What is IRS Publication 509: Tax Calendars
IRS Publication 509: Tax Calendars is a document published by the Internal Revenue Service (IRS) that provides the dates on which tax forms and tax payments are due. IRS Publication 509 covers due dates for both individual taxpayers and employers, as well as which other IRS documents should be examined for further information.
BREAKING DOWN IRS Publication 509: Tax Calendars
IRS Publication 509: Tax Calendars remains primarily of interest to businesses; self-employed individuals; and workers who earn tips as part of their compensation. Regular wage earners whose taxes are withheld by their employer have no need to consult the tax calendar.
But for businesses and individuals who need to schedule frequent tax payments to the IRS, Publication 509 provides timely reminders of due dates for any type of payment. For example, the IRS divides the 12-month calendar into quarters and requires some tax payments, such as estimated individual taxes, to be made each quarter. The regular dates for quarterly tax payments are April 15, June 15, September 15 and January 15; the payment for the final quarter of the year is held off until January to give taxpayers a break during the busy December holiday period.
However, when quarterly payment dates fall on a weekend or holiday, the due date is the following business day. This is often an issue in January because the 15th of that month sometimes falls on Martin Luther King Day; and in April, when the 15th can fall on Emancipation Day, a Washington DC holiday during which the IRS is closed. Residents of some states also get an extra day when certain state holidays fall on the 15th. Publication 509 lists all of these dates and exceptions for every year.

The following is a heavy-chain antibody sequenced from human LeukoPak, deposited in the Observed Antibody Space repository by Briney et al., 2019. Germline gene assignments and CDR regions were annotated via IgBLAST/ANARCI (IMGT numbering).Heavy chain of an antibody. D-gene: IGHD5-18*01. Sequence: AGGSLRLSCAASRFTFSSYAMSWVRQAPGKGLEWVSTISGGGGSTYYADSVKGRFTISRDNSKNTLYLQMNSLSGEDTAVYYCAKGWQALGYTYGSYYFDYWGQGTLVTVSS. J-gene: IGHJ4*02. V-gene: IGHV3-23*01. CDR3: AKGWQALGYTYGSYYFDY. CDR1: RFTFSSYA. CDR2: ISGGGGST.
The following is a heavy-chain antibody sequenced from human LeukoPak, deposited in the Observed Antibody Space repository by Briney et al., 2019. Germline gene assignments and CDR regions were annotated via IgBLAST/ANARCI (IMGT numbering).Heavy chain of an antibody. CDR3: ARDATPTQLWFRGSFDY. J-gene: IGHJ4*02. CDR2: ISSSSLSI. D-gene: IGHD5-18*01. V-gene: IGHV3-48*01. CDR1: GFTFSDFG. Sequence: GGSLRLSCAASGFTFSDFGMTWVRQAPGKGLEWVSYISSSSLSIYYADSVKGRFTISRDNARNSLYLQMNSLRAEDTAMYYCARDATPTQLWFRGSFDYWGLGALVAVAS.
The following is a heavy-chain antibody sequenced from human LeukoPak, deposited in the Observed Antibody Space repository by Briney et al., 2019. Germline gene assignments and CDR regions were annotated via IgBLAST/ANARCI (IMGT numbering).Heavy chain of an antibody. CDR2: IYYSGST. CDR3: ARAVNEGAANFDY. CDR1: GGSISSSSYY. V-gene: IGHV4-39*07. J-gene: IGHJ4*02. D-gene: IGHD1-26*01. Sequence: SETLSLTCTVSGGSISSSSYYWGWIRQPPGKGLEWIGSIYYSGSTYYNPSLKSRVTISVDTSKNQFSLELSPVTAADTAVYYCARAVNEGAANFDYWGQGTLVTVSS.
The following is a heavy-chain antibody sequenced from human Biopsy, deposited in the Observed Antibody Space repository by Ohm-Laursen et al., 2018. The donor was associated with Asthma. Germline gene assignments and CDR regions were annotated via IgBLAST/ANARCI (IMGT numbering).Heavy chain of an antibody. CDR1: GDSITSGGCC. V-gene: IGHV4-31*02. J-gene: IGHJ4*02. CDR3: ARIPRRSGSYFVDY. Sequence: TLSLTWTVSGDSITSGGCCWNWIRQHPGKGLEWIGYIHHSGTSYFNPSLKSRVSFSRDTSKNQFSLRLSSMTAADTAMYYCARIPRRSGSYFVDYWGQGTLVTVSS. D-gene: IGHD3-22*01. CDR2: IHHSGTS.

Important Dates for Individuals...
Other important dates on the tax calendar for individuals include the 10th of every month, when tipped employees must file Form 4070 to their employers, detailing their tipped income for the previous month; and October 15, which is the date that anyone who has requested a six-month extension on their annual tax return must file their 1040, 1040A or 1040EZ.
...and for Businesses
For businesses, important dates include January 31, when businesses must send Form 1099 statements to contractors and freelancers who have been paid non-employee compensation during the previous year; and March 15, when partnerships must provide partners with Schedule K-1 detailing loss or gain for the previous year.
While most important tax dates are covered in the document, due dates for certain tax types, such as estate, gift and trust taxes, are not included.